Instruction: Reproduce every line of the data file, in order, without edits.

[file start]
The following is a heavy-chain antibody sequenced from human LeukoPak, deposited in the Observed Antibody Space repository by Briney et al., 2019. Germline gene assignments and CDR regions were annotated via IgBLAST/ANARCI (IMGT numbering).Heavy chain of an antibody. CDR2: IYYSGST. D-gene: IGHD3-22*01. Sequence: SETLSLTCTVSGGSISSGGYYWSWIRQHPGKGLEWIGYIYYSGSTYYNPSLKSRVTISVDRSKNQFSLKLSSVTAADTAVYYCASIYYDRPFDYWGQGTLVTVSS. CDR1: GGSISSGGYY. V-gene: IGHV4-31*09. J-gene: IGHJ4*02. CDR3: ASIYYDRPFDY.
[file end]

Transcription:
The following is a heavy-chain antibody sequenced from human LeukoPak, deposited in the Observed Antibody Space repository by Briney et al., 2019. Germline gene assignments and CDR regions were annotated via IgBLAST/ANARCI (IMGT numbering).Heavy chain of an antibody. CDR2: IYYSGST. D-gene: IGHD3-22*01. Sequence: SETLSLTCTVSGGSISSGGYYWSWIRQHPGKGLEWIGYIYYSGSTYYNPSLKSRVTISVDRSKNQFSLKLSSVTAADTAVYYCASIYYDRPFDYWGQGTLVTVSS. CDR1: GGSISSGGYY. V-gene: IGHV4-31*09. J-gene: IGHJ4*02. CDR3: ASIYYDRPFDY.